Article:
6. EdEd

    EdEd Aficionado

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    May 6, 2011

    Cool - definitely sounds like there is a need in your community. If you are near a metro area, there would likely be some sort of child care resource and referral agency - most cities have some form of that, and the United Way that covers your area would most likely know. Even if you are in a rural area, there is almost surely a United Way that covers your county. If you call them up and ask about a resource & referral agency, they may be able to help you.

    If not, check with your state licensing agency for child care - they likely have seminars/info sessions for those interested in starting a child care center - it would likely go over all of the rules, procedures for starting the center, etc.

    In terms of the formal procedures for starting an organization, that would be where I'd start. Your other 3 big areas to start thinking about are 1) money, 2) program expertise, and 3) business expertise.

    In terms of money, you'd likely need some sort of start-up capital in order to buy equipment hire teachers & staff, lease the building, etc. If you charged tuition, that might be able to eventually pay your bills, with a little bit left over, but typically there is a period of time when you first start up where your enrollment would not be at capacity, and you'd be taking losses each month.

    This is related to the business expertise area - raising money as a nonprofit, or running a business, takes a fair amount of skill, from the accounting/financing to strategic planning, human resources, regulatory compliance, taxes, etc. It sounds like you might have experience in this area?

    The third area - program expertise - is comprised of a few different categories. First, most child care licensing laws require the director to have a certain amount of experience in a certified child care organization - not sure if your experience in high school would count? Beyond the requirements, there are 2 general levels of expertise - classroom instruction/management (the job of a teacher), and program design/management (educational leadership - the job of a principal, etc.). Having a good amount of experience to be able to supervise experienced teachers, provide training to new teachers, etc. would be critical. I would look at your skills, and honestly assess if you would feel comfortable supervising a teacher that has taught for 10 years in another center, have enough expertise to train new teachers, design a curriculum, handle complex behavioral issues that other teachers and staff aren't able to handle, etc.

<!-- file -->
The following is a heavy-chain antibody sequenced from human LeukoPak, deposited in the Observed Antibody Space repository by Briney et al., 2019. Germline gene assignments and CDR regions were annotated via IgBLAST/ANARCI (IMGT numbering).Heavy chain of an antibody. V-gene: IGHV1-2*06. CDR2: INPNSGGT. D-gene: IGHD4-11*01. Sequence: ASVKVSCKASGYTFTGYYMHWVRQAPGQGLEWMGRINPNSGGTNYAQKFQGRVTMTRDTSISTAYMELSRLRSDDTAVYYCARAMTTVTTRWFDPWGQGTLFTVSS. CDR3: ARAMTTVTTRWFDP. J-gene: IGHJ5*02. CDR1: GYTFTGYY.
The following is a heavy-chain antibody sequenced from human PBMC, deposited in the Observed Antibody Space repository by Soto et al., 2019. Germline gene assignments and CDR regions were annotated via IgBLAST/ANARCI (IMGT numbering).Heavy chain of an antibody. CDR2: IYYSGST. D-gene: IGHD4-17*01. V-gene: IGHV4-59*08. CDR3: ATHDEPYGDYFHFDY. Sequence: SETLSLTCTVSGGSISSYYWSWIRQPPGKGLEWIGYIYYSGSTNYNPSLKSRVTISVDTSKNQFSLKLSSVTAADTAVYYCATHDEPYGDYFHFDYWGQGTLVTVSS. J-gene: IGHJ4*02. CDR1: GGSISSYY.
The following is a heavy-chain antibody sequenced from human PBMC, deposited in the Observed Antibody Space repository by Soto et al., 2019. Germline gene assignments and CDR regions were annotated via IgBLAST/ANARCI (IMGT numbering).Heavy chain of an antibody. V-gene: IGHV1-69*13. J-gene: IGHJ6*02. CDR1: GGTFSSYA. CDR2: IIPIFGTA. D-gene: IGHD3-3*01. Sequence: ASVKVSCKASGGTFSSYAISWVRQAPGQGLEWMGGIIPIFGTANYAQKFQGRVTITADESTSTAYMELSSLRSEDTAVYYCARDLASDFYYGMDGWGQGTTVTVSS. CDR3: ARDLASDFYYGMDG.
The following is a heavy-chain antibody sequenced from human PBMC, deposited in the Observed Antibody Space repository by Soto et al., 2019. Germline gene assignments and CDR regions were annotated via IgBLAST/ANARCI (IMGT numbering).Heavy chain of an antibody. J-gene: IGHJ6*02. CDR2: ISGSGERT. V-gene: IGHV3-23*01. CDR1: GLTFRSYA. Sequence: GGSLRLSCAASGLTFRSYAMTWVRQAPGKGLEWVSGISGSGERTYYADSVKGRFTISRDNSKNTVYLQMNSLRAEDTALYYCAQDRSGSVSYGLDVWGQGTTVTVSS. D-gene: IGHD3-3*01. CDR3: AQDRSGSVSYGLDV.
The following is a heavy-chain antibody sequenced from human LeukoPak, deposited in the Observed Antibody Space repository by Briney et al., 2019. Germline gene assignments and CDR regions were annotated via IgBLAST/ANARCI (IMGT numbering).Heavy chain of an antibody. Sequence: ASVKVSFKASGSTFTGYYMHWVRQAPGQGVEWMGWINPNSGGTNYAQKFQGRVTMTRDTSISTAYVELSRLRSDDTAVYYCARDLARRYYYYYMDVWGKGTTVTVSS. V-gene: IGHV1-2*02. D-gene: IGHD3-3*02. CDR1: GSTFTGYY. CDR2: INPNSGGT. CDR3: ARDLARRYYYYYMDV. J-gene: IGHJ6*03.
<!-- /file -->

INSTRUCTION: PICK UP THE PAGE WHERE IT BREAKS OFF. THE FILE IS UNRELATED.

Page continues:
If you don't have these skills yourself, I'd think about if there are any other staff members that you could bring on board that would have these skills. If not, I would definitely encourage you to work for another agency that you really respect for a couple of years, and soak up as much as you can - ask for administrative responsibilities when appropriate, etc.

    Hopefully some of this helps!
     
  7. WaProvider

    WaProvider Fanatic

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    May 6, 2011

    There will be a resource and referral that covers your area, however, if you are extremely rural it may not be "near" you. Many of these offices have a "lending library" to help with set up costs. Borrow the items you need for a theme and then spend you incoming funds on materials that you would need for the long term like mats, tables and what not.

    Licensing differs from State to State, so make sure that you are doing what needs to be done...find them in your phone book or online. Make sure your biz license is done the right way for your area.

    I am not aware of loans for these sorts of tiny programs, sadly, however there are some grants that you can apply for once you are up and running.

    Start small and add as you go is the motto I have followed. And be a thrifty teacher!!!!! Use everything for more than one purpose!
     
  8. busybeeprek

    busybeeprek Rookie

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    May 6, 2011

    Just a note, my recent experience has been in a certified Pre-K classroom in our school system. I think there may have been some confusion about that. Thanks for the comments, it has given me a lot of things to think about.